The FIM Energizer Lamp uses 275 watts -- far less than a portable space heater (which would not have these healing effects). Still, I do consider it important for us humans to decrease our use of electric energy, so to balance my mentioning this far-infrared lamp and my tentative enthusiasm for it, I'll advise that whenever possible, you use compact fluorescent light bulbs for most lighting, rather than standard light bulbs. Compact fluorescents last much longer than standard bulbs, and produce as much light for a fraction of the wattage, so their initial higher price is more than offset by energy savings of several dollars over the life of each bulb. You can probably buy these bulbs at stores near you -- and they're available via the internet. (The FIM Lamps produce warmth but no light, by the way.) Also let's eliminate or minimize commuting and other non-essential driving. Eventually upchange.com will have a section on energy & conservation -- and updated thoughts on the far-infrared lamp, with other health-related suggestions (on exercise, food, tea, sleep, serenity, etc), on the Health page (link at the top).

Shop Energy Efficient Light Bulbs at Gaiam.com

I plan to update this page as my understanding develops. Please send me your insights (via the comments box below).

Sleepy Yin and Yang

Chinese Herbs

A fine book which for several years has helped me think through which herbs to grow, how to grow them, how to harvest and use them, is
Herbal Emissaries: Bringing Chinese Herbs to the West: a guide to gardening, herbal wisdom, and well-being, by Steven Foster and Yue Chongxi. I wish more herb books would take this approach, of giving the whole story (almost) of how to use specific herbs, including adding color photos, and references to recent research (pluses of several of Steven Foster's other books on herbs), in addition to gardening tips and reputed health benefits. It's interesting to read about Chinese medicinal uses of ornamental plants such as dianthus, gardenias, peonies, balloonflowers, rose-of-sharon, mums, nandinas, blackberry lilies, daylillies and japanese honeysuckle -- all of which I've welcomed to my garden (plus forsythia & baikal skullcap, which alas passed away). Actually, I don't consume any of those (except an occasional nibble), and several of the potential uses seem admittedly minor, or not currently relevant to me, or have not stuck in my memory -- but it feels refreshing to grow plants which add both beauty and other potential benefits. (The book points out that many folks consider japanese honeysuckle, often called Halls honeysuckle, a weed -- but is sure smells sweet!) The book also has worthwhile discussions of some of the trees (ginkgo, eucommia, jujube) and vines (schisandra, ho shou wu = fo ti tieng) and shrubs (eleuthero, vitex) in my garden & containers, and lots of others unfamiliar to me. Leaves of ginkgo, schisandra, hou shou wu and eleuthero (Siberian ginseng) often swim in my teas -- all are said to enhance human energy, when used appropriately. (Writers always suggest using the roots of all varieties of ginsengs, especially old roots from wild plants, and they may speak with experience and wisdom, but I'm confident that the leaves also carry some of the active alkaloids, and am not often inclined to uproot my rarest friends.) An example of a useful detail mentioned in Herbal Emissaries: when harvesting ginkgo leaves, wait until they begin to turn yellow (rather than picking them when they're green, as one might naturally tend to do) -- as validation that this is standard practice in the herb industry, check ginkgo products such as tablets, and notice that they're yellowish or yellowish-brown, not greenish.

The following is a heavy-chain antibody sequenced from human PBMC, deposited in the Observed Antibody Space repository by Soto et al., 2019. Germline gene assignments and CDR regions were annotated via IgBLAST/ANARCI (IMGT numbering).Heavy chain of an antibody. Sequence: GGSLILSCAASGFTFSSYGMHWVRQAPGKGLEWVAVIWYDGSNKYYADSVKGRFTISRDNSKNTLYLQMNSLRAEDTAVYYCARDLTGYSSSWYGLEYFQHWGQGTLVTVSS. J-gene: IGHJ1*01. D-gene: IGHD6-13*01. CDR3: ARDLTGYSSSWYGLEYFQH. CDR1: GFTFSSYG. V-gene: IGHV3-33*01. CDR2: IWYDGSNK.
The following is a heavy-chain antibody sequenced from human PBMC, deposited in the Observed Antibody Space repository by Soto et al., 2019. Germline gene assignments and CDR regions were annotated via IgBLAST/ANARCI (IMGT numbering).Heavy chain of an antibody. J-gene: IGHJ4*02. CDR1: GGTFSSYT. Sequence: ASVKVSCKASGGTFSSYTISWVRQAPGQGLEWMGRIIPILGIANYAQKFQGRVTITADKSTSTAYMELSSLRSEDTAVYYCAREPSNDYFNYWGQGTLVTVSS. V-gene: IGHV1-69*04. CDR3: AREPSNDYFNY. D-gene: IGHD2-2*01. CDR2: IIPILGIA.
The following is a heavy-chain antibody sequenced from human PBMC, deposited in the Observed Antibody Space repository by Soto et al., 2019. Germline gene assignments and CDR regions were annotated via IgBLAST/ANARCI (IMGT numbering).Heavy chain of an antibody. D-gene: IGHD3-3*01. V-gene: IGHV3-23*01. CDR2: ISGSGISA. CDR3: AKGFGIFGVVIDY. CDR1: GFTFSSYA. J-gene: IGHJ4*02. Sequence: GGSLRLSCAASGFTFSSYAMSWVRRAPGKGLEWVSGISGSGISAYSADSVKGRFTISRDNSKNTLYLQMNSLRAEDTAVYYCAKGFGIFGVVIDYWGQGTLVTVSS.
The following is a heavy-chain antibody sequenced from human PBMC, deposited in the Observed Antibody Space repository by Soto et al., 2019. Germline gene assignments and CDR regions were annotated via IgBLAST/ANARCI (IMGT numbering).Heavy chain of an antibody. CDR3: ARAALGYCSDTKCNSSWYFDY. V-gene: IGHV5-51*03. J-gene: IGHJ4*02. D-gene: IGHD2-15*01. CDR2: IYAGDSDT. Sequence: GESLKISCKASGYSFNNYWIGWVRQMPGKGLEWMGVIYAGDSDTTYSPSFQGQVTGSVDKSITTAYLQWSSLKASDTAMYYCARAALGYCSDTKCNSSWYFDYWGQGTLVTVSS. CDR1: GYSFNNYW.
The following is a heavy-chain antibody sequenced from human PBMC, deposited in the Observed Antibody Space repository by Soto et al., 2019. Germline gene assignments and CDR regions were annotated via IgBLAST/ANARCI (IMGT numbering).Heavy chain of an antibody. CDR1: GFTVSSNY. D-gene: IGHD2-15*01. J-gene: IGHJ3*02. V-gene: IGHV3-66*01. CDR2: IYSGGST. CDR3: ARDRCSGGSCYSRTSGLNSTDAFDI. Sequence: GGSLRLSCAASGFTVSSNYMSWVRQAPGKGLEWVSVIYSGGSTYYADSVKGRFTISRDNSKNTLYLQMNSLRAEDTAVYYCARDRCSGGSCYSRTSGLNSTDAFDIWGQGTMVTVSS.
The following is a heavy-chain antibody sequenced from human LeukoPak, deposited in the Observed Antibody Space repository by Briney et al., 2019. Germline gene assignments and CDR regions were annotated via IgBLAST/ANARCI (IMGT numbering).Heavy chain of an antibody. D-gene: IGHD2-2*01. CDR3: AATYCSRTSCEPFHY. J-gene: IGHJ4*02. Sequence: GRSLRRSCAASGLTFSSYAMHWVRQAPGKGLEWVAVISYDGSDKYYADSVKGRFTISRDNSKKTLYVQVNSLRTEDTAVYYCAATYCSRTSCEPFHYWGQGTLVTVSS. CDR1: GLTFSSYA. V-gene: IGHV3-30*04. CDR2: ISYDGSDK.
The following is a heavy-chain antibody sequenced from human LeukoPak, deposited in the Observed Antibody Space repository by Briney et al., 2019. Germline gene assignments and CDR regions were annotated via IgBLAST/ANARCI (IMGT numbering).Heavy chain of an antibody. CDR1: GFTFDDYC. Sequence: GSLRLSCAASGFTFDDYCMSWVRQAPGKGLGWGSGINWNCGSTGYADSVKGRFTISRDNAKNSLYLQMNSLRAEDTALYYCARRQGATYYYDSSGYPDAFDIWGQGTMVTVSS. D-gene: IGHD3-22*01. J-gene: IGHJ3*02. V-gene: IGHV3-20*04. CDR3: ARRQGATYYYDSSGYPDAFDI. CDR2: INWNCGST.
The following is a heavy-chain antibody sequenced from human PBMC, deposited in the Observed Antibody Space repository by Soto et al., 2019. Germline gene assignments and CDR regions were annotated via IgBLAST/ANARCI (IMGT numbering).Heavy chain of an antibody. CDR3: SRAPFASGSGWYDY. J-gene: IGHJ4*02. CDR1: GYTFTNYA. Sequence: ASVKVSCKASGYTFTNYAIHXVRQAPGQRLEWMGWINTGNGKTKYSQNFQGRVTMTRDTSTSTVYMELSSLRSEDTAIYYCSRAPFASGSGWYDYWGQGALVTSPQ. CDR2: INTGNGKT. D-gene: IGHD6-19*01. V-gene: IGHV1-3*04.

Because knowledge of the uses of herbs has developed over many centuries in China, it's not surprising that no one book covers the whole subject. So I often also use A Handbook of Chinese Healing Herbs, by Daniel Reid. This book lacks the color photos and cultivation information in Herbal Emissaries, but may be a slightly better choice for those just wishing to learn about the uses of Chinese herbs and herbal formulas.

Other books I've bought and used, on this subject, include
Wee Yeow Chin & Hsuan Keng's An Illustrated Dictionary of Chinese Medicinal Herbs (a nice-looking hardback book with great color photos, many of them full-page, and generally a concise description of the uses of the herbs -- which is often what I want),
Richard Lucas's Secrets of the Chinese Herbalists, Revised Edition, A Manual of Chinese Herbal Medicine: Principles and Practice for Easy Reference, by Warner J-W. Fan, M.D., and Michael Tierra's Planetary Herbology -- and all of these include good information not found in Herbal Emissaries -- especially about herbal combinations and Chinese medical principles and additional herbs. Planetary Herbology adds info on ayurvedic herbs (those used in India) as well as rare and common herbs used in Europe, the U.S., and worldwide. I think of Herbal Emissaries as the most practical book I've found that's specifically about Chinese medicinal plants (especially for gardeners) -- though here & there I wish it included even more details. Probably there are many super books of which I'm unaware, on Chinese herbology, or any subject, especially ones written in Chinese, and the internet has more and more of this and diverse health info. Of course, there are numerous other good herbs which are native to other parts of the world -- and books about them -- and you can eventually see more thoughts on those here at upchange, and links to good herbal websites.

The I Ching

In the early 1970s, when I was having a tough time (of my own making) I found helpful guidance in The I Ching, a book of Chinese Philosophy which is often used for divination. Using the I Ching is like having a wise friend available to consult -- you may not always see things as the friend does, but your ways of understanding things will gradually deepen through the interaction. There are numerous worthy translations and editions of the I Ching -- for the past 20 years or so, my favorite has been R.L. Wing's I Ching Workbook (because of its good, clear use of modern English, and its inclusion of brief interpretations of hexagrams when no lines are changing), though the the old Wilhelm/Baynes version has more charisma of physical form, and a good introduction by Carl Jung -- that's the version with which I began, and I'm still quite fond of it (have completely worn out a couple of copies). There are a few nicely portable, tiny pocket editions, including one published by Shambhala. Recently I bought The Everyday I Ching, a not-too-large paperback by Sarah Dening -- and on the other end of the size scale The Complete I Ching: The Definitive Translation by the Taoist Master Alfred Huang, both of which have been very favorably reviewed.